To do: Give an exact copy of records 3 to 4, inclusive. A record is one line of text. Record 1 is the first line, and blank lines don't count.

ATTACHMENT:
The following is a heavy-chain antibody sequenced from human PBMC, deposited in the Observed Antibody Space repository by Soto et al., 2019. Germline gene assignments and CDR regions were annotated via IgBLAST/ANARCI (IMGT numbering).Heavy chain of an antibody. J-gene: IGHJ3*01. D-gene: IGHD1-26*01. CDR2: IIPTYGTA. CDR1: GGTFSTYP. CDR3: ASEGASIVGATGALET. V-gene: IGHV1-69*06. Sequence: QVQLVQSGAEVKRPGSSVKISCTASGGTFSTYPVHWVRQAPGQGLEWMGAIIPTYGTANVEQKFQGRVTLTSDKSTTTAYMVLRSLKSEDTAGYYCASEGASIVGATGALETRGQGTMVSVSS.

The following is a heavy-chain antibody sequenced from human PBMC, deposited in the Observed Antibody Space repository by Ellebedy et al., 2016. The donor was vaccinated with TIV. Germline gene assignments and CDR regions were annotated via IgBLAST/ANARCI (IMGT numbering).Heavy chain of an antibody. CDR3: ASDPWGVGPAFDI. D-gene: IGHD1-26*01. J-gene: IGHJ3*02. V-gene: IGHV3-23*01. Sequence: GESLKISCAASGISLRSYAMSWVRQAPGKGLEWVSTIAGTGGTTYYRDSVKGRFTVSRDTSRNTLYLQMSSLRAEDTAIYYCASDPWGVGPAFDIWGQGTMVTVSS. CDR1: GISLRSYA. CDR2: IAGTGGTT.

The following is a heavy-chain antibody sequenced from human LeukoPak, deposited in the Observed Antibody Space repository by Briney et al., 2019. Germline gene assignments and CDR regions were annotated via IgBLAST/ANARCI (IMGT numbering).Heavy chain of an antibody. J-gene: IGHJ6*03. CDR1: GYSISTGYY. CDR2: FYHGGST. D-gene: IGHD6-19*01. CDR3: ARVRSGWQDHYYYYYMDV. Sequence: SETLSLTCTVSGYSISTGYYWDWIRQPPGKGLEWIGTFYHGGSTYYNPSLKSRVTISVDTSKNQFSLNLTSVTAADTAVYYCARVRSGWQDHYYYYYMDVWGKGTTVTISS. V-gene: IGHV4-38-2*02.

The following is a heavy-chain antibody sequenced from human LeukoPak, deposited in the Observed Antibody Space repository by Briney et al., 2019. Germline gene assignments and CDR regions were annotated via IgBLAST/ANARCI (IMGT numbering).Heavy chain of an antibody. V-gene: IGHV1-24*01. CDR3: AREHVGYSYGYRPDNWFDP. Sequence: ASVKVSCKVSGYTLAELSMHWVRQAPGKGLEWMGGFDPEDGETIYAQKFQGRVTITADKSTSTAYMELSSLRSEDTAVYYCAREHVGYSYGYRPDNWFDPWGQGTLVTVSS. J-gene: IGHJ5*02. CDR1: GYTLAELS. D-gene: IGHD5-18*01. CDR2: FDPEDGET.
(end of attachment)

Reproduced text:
The following is a heavy-chain antibody sequenced from human LeukoPak, deposited in the Observed Antibody Space repository by Briney et al., 2019. Germline gene assignments and CDR regions were annotated via IgBLAST/ANARCI (IMGT numbering).Heavy chain of an antibody. J-gene: IGHJ6*03. CDR1: GYSISTGYY. CDR2: FYHGGST. D-gene: IGHD6-19*01. CDR3: ARVRSGWQDHYYYYYMDV. Sequence: SETLSLTCTVSGYSISTGYYWDWIRQPPGKGLEWIGTFYHGGSTYYNPSLKSRVTISVDTSKNQFSLNLTSVTAADTAVYYCARVRSGWQDHYYYYYMDVWGKGTTVTISS. V-gene: IGHV4-38-2*02.

The following is a heavy-chain antibody sequenced from human LeukoPak, deposited in the Observed Antibody Space repository by Briney et al., 2019. Germline gene assignments and CDR regions were annotated via IgBLAST/ANARCI (IMGT numbering).Heavy chain of an antibody. V-gene: IGHV1-24*01. CDR3: AREHVGYSYGYRPDNWFDP. Sequence: ASVKVSCKVSGYTLAELSMHWVRQAPGKGLEWMGGFDPEDGETIYAQKFQGRVTITADKSTSTAYMELSSLRSEDTAVYYCAREHVGYSYGYRPDNWFDPWGQGTLVTVSS. J-gene: IGHJ5*02. CDR1: GYTLAELS. D-gene: IGHD5-18*01. CDR2: FDPEDGET.